Glacier feels that once the New World Order came in, everything else took a backseat to the heel group. Still, he feels proud of what they accomplished and says that Eric told him and the others involved to always play it straight in the ring with the characters. Whether it was Glacier, “The Cat”, Wrath or Mortis, they never went full-cartoon with their matches.
1:10:50 – Glacier as a Heel?
Penzer thinks that Glacier could have really gotten over with the fans if they turned the character heel three months in. Glacier seems to agree but adds that WCW might have killed him originally by shoving the character down the fan’s throats. He throws out the possibility of him debuting as a heel, but then starts to dismiss his own fantasy booking. Penzer brings up the Honky Tonk Man as a comparison point, since he originally was created to be a fan favorite but saw more success after turning against the WWF crowds.
Penzer follows up by stating how he knows that you can’t look back and rewrite history but if WCW survived, he felt he could’ve been an “executive vice president of something”. He mentions all the backstage jobs he was taking care of when the company went out of business but unfortunately, WCW died off in 2001. He admits that you can’t get hung up on the “what could’ve been” moments in life and Glacier agrees with that sentiment.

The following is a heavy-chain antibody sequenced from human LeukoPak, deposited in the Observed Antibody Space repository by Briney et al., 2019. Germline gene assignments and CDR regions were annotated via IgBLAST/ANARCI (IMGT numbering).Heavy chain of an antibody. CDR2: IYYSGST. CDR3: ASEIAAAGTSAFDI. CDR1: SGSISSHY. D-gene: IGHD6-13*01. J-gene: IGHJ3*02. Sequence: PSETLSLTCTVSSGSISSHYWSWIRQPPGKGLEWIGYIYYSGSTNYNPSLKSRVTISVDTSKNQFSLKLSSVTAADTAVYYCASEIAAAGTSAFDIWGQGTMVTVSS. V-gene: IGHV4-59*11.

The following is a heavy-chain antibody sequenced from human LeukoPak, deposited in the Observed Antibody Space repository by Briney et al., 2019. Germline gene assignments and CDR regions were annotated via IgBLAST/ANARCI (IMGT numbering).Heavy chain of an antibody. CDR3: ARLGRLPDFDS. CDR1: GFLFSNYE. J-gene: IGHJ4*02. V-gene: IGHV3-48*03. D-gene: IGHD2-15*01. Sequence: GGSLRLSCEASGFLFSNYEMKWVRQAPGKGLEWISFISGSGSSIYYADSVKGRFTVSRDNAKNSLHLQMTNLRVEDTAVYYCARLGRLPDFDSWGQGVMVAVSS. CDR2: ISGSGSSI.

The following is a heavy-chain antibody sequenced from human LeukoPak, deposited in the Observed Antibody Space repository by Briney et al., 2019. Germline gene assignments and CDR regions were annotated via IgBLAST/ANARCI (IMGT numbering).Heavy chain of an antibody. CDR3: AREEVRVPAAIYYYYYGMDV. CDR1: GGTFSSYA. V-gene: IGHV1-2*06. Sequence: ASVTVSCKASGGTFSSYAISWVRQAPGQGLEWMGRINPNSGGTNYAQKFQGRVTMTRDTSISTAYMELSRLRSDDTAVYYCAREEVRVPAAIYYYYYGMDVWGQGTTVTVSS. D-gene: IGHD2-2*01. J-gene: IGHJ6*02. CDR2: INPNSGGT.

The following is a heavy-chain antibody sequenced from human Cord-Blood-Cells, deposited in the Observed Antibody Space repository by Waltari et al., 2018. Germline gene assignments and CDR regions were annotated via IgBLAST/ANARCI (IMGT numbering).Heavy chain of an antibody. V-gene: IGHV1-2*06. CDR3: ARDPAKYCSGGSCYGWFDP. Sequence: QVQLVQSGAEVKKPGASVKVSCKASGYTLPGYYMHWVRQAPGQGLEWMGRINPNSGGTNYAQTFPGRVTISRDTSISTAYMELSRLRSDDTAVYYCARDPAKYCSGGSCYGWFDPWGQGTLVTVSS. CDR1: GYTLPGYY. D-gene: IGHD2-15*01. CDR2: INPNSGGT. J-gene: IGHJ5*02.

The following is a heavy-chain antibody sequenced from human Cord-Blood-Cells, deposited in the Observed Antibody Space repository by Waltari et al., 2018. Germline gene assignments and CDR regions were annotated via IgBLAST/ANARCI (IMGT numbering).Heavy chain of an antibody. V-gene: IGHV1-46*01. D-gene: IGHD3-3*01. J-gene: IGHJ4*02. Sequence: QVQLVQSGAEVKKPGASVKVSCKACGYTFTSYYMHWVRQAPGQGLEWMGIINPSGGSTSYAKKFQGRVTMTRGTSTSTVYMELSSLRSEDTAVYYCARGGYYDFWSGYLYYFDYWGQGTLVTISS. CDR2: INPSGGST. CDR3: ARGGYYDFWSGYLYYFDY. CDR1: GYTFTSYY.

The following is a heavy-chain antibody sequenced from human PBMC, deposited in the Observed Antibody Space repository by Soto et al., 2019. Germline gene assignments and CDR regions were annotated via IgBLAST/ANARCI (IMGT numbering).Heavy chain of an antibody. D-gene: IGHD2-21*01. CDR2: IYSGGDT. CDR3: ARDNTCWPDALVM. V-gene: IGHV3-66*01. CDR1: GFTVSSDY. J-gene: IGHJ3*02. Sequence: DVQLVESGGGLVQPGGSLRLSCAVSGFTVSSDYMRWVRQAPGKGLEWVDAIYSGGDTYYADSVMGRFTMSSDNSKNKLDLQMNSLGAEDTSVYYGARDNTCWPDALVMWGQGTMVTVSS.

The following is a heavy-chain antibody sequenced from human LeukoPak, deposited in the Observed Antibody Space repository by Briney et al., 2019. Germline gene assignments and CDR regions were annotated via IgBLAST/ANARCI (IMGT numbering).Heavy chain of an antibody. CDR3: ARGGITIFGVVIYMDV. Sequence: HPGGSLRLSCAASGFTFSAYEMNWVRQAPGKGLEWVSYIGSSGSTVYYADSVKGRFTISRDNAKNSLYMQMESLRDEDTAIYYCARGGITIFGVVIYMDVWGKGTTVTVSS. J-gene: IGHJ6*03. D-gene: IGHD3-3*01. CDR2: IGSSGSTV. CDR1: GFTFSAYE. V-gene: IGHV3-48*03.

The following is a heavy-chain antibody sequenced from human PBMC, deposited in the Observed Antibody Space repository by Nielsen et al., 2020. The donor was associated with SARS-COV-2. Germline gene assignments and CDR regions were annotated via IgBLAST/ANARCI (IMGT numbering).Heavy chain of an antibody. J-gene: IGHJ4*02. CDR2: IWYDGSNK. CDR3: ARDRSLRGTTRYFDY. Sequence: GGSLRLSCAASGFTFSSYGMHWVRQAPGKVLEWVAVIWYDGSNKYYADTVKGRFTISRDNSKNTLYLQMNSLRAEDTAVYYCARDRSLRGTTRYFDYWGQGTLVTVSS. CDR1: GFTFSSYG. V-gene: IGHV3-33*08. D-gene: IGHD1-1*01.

1:13:35 – Sinister Minister
David Penzer asks about Glacier’s real thoughts on James Vandenberg, before letting it slip that fans will be seeing him return soon as they get closer to GFW Bound for Glory. Glacier praises Vandenberg, stating that he’s not far behind Paul Heyman when it comes to promoting talent. Glacier and Penzer both talk up Vandenberg’s real-life idiosyncrasies and bring up the karaoke business he owns out in Florida. Penzer jokes about how he accidentally bumped into him at a resort when the “Sinister Minister” was hosting a karaoke gig, laughs about how Vandenberg looks the way he looks on television in real-life. The “satanic look”, the devil boots, the “Ox Baker” eyebrows is all him. Glacier says he admires Vandenberg for always living his life on his own terms.
1:16:55 – Undefeated Streak